First West Nile Virus Death Reported in LA County
Los Angeles, CA.-The Los Angeles County Department of Public Health (Public Health) has confirmed the first death due to West Nile virus (WNV) for the 2023 season in Los Angeles County. The patient, a resident of the San Fernando Valley area, was hospitalized and died from West Nile virus -associated neuro-invasive disease.
“I send my deepest condolences to the family and friends of this resident who sadly passed away from West Nile virus,” said Muntu Davis, MD, MPH, Los Angeles County Health Officer. “Their death reminds us how important it is to protect ourselves from mosquitoes and prevent them from breeding near our homes. Using mosquito repellent and keeping mosquitoes out of our homes can help prevent West Nile virus. Let’s all work together to keep our homes and neighborhoods mosquito-free for everyone’s safety.”
Humans get West Nile virus through the bite of an infected mosquito. Most mosquitoes do not carry the virus; therefore, most people bitten by a mosquito are not exposed to the virus. Those who do get West Nile virus may experience mild symptoms including fever, muscle aches, and tiredness.
In some cases, especially in persons over 50 years of age and those with chronic medical conditions, such as cancer and diabetes, severe WNV infection can occur and affect the brain and spinal cord causing meningitis, encephalitis, and paralysis. There is no specific treatment for West Nile virus disease and no vaccine to prevent infection.
A total of 19 cases have been documented in Los Angeles County so far this year (excluding Long Beach and Pasadena as cases identified in those cities are reported by their local health departments). Human infections will likely continue to occur through the rest of summer and fall, with the highest number of cases typically arising in this month, September. West Nile virus -infected mosquitoes and dead birds have been identified across Los Angeles County. Public Health monitors cases of West Nile virus infection and collaborates with local vector control agencies to reduce the risk of West Nile virus to humans by promoting prevention and mosquito reduction.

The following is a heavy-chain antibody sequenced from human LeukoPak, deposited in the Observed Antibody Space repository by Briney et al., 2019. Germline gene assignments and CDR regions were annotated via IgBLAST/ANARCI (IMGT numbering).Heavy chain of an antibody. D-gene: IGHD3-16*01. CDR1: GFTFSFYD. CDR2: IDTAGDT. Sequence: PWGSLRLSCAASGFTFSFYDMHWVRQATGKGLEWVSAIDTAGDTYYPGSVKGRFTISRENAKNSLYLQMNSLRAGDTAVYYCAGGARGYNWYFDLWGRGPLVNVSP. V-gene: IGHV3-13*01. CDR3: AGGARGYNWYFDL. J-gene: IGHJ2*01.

Resident are encouraged to take the following precautions to reduce their risk:
Protect yourself: Mosquito repellents can keep mosquitoes from biting you. EPA-registered repellents containing DEET, picaridin, IR3535, 2-undecanone, and oil of lemon eucalyptus are the longest lasting and most effective. They are available as sprays, wipes, and lotions. Consider wearing long-sleeved clothes and pants when outside.
Mosquito proof your home: Make sure that your doors and windows have tight-fitting screens to keep out mosquitoes. Repair or replace screens with tears or holes.
Reduce mosquitoes: Mosquitoes lay their eggs on standing water.
Empty items that hold water inside and outside your home once a week
Cover water storage containers such as buckets and rain barrels. If no lid, use wire mesh with holes smaller than an adult mosquito
Clear standing water in flower pots, saucers, birdbaths and other outdoor containers
Clean and maintain swimming pools, spas and drain water from pool covers
Throw away old items in your patio or yard that can hold water, e.g., old car tires and children’s toys
Call 2-1-1 or visit www.socalmosquito.org to report persistent problems to your mosquito control district
Other information sources:
West Nile virus information by phone: (800) 232-4636
West Nile virus in California: http://westnile.ca.gov
Health education materials on mosquito control and preventing West Nile virus infections: http://www.socalmosquito.org
Stagnant swimming pools or “green pools” should be reported to the Public Health Environmental Health Bureau at (626) 430-5200, or to a local vector control agency. Dead birds may be reported by calling (877) 968-2473 or online: westnile.ca.gov/report.php